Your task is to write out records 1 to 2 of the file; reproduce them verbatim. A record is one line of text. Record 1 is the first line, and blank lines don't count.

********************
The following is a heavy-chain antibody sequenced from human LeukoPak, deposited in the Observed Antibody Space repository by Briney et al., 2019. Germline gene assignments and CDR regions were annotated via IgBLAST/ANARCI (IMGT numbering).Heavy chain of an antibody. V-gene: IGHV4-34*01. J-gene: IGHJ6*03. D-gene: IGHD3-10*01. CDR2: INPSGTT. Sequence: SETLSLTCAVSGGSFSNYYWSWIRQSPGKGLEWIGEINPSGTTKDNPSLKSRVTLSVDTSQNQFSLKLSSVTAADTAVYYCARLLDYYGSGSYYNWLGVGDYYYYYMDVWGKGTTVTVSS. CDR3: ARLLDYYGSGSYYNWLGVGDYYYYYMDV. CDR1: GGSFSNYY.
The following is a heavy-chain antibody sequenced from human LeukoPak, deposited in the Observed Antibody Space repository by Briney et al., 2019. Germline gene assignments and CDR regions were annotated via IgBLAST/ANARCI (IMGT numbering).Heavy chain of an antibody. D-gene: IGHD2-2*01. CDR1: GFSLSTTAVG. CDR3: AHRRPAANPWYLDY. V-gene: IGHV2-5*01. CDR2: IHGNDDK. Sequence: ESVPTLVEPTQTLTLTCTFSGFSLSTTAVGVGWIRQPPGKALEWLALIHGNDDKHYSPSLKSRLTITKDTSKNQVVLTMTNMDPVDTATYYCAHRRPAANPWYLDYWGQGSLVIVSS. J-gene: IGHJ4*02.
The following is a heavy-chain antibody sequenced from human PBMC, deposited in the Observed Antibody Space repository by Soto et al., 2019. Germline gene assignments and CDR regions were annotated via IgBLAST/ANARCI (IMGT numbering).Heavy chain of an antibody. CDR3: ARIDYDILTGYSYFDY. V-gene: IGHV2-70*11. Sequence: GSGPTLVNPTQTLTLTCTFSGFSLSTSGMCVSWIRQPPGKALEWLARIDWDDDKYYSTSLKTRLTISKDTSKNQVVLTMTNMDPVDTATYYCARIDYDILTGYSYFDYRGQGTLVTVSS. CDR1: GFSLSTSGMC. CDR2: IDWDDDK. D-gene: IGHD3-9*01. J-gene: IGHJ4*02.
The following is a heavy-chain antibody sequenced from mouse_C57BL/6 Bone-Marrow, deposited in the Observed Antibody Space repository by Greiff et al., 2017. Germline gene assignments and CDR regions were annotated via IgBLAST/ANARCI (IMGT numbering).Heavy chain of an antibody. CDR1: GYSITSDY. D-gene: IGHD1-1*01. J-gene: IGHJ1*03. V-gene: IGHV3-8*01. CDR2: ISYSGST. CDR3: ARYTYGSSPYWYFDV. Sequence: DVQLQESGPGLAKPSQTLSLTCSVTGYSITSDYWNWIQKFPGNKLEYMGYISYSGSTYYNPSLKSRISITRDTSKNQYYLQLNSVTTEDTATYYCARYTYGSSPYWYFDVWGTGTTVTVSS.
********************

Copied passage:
The following is a heavy-chain antibody sequenced from human LeukoPak, deposited in the Observed Antibody Space repository by Briney et al., 2019. Germline gene assignments and CDR regions were annotated via IgBLAST/ANARCI (IMGT numbering).Heavy chain of an antibody. V-gene: IGHV4-34*01. J-gene: IGHJ6*03. D-gene: IGHD3-10*01. CDR2: INPSGTT. Sequence: SETLSLTCAVSGGSFSNYYWSWIRQSPGKGLEWIGEINPSGTTKDNPSLKSRVTLSVDTSQNQFSLKLSSVTAADTAVYYCARLLDYYGSGSYYNWLGVGDYYYYYMDVWGKGTTVTVSS. CDR3: ARLLDYYGSGSYYNWLGVGDYYYYYMDV. CDR1: GGSFSNYY.
The following is a heavy-chain antibody sequenced from human LeukoPak, deposited in the Observed Antibody Space repository by Briney et al., 2019. Germline gene assignments and CDR regions were annotated via IgBLAST/ANARCI (IMGT numbering).Heavy chain of an antibody. D-gene: IGHD2-2*01. CDR1: GFSLSTTAVG. CDR3: AHRRPAANPWYLDY. V-gene: IGHV2-5*01. CDR2: IHGNDDK. Sequence: ESVPTLVEPTQTLTLTCTFSGFSLSTTAVGVGWIRQPPGKALEWLALIHGNDDKHYSPSLKSRLTITKDTSKNQVVLTMTNMDPVDTATYYCAHRRPAANPWYLDYWGQGSLVIVSS. J-gene: IGHJ4*02.